It seems that everyone loves to learn more about woodturning,
from those just starting out, to the professionals who earn their
living in the field. In a sense, the entire woodturningonline
site is dedicated to helping with that passion to learn by presenting
a comprehensive collection of the best woodturning resources available
on the web and elsewhere.
For the experienced turner, we suggest
that you simply jump right into the Turning Articles, Turning Projects,
Publications and all the other areas of the site.
On the other hand, if you are relatively new
to turning, the sheer number of ways to learn and the vast
quantity of information available can sometimes lead to overload.
To help you get stared, we have used our personal experiences to
make some suggestions in the following categories.
Books and Videos
There are a multitude of excellent books available, and two of
our favorites are:
If you click on the links, you will be taken to our book section where you will be able to purchase it directly.
Click here to see the woodturning books.
Clubs and Associations
One of the best ways to bring the turning experience
alive is to visit the local turning clubs in your area. The members
share your interest and usually have a wide range of experience
and knowledge. Talking with them about courses to take, where to
get wood, new and used turning equipment and all the other aspects
of tuning can save a lot of time and money. Our Club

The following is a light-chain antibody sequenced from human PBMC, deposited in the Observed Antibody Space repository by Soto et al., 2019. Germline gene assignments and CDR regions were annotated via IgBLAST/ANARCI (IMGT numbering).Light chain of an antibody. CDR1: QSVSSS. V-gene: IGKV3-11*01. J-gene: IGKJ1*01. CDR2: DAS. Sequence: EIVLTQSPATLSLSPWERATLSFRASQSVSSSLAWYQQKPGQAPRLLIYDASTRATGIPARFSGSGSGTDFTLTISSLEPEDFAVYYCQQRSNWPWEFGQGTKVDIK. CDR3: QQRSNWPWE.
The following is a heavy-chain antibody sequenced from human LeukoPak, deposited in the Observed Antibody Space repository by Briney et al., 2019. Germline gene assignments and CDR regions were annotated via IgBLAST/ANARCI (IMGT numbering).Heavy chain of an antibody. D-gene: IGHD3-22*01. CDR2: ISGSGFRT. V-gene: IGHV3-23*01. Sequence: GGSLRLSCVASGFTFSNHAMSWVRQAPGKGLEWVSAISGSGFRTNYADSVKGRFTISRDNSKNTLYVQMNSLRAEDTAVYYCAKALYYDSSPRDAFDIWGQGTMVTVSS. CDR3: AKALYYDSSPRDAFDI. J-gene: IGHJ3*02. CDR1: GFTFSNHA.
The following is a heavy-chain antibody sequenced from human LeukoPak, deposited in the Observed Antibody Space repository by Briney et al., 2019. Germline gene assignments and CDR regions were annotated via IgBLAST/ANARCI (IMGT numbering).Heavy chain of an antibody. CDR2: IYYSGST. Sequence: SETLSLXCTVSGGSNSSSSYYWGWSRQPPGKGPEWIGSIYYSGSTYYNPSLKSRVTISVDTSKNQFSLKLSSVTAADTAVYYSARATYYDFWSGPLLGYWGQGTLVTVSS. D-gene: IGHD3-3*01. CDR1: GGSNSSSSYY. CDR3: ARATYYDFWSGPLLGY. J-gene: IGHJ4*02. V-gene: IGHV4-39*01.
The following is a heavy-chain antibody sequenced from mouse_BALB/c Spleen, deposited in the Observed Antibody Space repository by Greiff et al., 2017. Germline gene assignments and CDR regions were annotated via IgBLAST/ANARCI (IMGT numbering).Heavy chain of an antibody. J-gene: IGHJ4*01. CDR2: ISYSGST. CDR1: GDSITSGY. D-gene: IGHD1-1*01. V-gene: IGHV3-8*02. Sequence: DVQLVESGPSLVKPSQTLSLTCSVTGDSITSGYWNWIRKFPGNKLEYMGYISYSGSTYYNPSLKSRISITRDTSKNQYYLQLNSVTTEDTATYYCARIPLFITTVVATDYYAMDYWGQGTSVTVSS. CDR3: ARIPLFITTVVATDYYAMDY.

Directory section lists all the clubs we could find, but if
there is not one listed for your area, check around at local woodworking
stores and lumber yards. You can also try to locate a professional
woodturner or woodworker in local directories and Yellow pages.
They will usually be very helpful and generally know the local woodturning
Many countries have a national woodturning association,
which genreally provides a wide range of member benefits. The largest
of these usually sponsor major symposia on turning and often have
an excellent magazine for members. You will find a listing by country
in our Turning
Taking an introductory course is a wonderful way to
learn a great deal in a short period of time, and likely will also
boost your confidence and provide a human connection or two to the
world of turning.
If possible, try to take your first course close to
home so that you meet some local people that share your interest
in turning, including an experienced instructor. For example, Woodcraft
in the US conducts introductory courses at most of their retail
stores. Many local craft schools also offer introductory classes.
many of these are listed in our Courses
and Schools section.
Here are a few more suggestions to help expand your